Review: “When A Lady Deceives” by Tara Kingston

“When A Lady Deceives” by Tara Kingston

A review by Vanessa.

I received this book for free in return for participation in the release book tour, and an honest review.

When Jennie Quinn discovers her most recent informant murdered in the streets of Whitechapel she reacts predictably; she loses her lunch in the gutter. But Jennie is anything but a predictable woman. Her determination, drive, and sense of justice have pushed her to become a successful and respected female journalist at a time in Victorian London when such a thing was quite rare. Jennie knows who killed her lovely actress turned informant. In fact, her contact with the lady is likely what caused her demise. Now Jennie will do whatever it takes, including taking a job as barmaid for a ruthless mobster, to catch the culprit. If only the mobster’s right hand man wasn’t so distractingly handsome… But Jennie has never let anything derail her from her course. Harwick has been ruling London’s criminal element for years, and Jennie has been trying to expose his crimes and bring him down. But she’s not the only one who has that goal firmly in mind.

Matthew Colton does not like having the new auburn haired barmaid around. She has a penchant for getting into trouble poking around all the bar’s patrons, and she is distractingly beautiful… a distraction he does not have time for. He has already sacrificed years of his life trying to bring down the man who had his partner murdered. A sacrifice he was willing to make, even when it meant being disgraced from the police force and having to work closely with that same man. He never questioned his sacrifice, until a certain beautiful woman walked into his life and he realized that the man he had become would never deserve a woman like her. But together they just might find the justice they’ve been searching for.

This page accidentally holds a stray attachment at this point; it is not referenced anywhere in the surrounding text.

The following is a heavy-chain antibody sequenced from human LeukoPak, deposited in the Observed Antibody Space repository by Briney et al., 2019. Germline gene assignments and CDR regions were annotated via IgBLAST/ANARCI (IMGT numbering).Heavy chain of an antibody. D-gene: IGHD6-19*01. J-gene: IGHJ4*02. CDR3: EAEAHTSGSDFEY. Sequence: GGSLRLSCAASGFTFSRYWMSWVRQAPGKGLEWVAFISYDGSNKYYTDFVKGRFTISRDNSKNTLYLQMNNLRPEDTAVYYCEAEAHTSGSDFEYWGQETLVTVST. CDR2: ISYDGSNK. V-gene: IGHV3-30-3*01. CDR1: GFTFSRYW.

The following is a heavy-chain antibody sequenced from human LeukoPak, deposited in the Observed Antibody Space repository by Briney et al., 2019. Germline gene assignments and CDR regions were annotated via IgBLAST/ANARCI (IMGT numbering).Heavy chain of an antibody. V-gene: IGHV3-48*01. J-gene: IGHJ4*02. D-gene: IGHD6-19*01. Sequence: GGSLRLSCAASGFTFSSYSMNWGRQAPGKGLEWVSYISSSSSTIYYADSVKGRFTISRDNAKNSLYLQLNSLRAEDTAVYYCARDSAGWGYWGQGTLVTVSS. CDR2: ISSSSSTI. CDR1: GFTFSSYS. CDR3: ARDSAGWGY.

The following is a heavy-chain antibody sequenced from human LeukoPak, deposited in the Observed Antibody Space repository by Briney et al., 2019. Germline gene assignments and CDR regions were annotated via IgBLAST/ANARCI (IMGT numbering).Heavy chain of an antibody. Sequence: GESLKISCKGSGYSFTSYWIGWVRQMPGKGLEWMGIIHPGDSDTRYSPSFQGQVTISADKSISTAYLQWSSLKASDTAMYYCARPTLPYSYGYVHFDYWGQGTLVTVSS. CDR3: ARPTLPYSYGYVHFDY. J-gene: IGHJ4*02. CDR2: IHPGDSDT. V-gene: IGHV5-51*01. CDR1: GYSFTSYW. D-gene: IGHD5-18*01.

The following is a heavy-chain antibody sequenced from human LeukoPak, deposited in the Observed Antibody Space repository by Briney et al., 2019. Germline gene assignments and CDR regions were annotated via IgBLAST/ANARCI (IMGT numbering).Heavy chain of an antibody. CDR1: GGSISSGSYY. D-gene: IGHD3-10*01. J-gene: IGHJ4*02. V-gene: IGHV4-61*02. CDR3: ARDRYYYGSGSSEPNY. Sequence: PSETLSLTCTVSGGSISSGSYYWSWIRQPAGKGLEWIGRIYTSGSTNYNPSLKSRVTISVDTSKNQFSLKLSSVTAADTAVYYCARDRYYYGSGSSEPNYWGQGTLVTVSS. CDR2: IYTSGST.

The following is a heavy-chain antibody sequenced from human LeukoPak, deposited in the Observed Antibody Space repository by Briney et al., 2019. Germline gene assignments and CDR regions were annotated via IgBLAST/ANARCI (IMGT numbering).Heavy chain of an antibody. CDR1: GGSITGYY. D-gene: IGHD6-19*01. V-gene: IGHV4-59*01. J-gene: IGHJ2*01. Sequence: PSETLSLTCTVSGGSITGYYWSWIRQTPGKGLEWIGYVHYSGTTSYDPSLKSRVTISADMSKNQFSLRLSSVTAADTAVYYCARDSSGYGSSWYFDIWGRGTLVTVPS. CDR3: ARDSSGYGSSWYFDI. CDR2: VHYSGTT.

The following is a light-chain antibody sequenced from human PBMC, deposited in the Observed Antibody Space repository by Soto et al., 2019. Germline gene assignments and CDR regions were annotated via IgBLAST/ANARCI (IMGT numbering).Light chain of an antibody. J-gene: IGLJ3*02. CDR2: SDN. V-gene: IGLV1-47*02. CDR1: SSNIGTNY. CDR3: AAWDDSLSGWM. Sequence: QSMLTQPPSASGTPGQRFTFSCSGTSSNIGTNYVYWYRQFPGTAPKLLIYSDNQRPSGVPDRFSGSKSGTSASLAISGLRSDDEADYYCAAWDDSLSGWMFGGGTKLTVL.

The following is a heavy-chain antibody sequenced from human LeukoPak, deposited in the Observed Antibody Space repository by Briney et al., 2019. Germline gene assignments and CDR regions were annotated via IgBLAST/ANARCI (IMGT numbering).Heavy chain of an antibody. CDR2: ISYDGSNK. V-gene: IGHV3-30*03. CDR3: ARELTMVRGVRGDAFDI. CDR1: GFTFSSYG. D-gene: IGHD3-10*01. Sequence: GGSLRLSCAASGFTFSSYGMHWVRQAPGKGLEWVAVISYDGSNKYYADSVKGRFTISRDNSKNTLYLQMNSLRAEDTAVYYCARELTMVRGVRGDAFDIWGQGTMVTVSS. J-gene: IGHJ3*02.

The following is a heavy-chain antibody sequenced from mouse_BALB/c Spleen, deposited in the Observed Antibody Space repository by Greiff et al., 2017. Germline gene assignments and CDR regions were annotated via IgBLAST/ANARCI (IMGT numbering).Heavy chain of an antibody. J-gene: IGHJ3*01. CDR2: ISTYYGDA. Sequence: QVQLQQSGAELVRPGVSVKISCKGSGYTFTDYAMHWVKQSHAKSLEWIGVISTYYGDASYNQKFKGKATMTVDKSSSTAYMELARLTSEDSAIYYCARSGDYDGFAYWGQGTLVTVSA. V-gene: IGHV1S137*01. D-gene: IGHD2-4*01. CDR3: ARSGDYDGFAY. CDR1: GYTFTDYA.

Though the story does occasionally wander into the realm of the cliché, I much prefer the term classic. While the characters are at times predictable, they cannot be described as boring. The romantic entanglement stays true to what a reader would normally expect from an historical romance genre novel. However, that does not make it any less engaging. The innocent waif overwhelmed with desire for the dark, handsome, more experienced rapscallion is an evident theme, but it’s the twists on this theme that make it the engaging piece that it is. The lady may be innocent of the effects of true desire, but not because she has been coddled and sheltered. It is because she has been through so much, chased her dreams as a journalist, and never met a man who truly made her feel more alive than her work does. The handsome rapscallion is drawn to the lady as expected, but what is most unexpected is how he holds back. He tries to resist her charms because he believes she deserves better than himself. And in a thoroughly modern twist, the lady gives in to her desire for him not because she seeks the expected route of love and marriage. She simply wants to fully experience and explore what she feels for him.

In addition, throughout all the busy back and forth of the romantic story arc, there are also interesting interactions with secondary characters. The mystery, murder and mayhem broiling in Whitechapel is an excellent backdrop for the story. Background characters are intriguing and well written, but sometimes a little under utilized. Kingston writes characters you want to know more about, and I hope that is a problem that will be rectified in what is likely to be a future series.

My rating: 4/5 stars.

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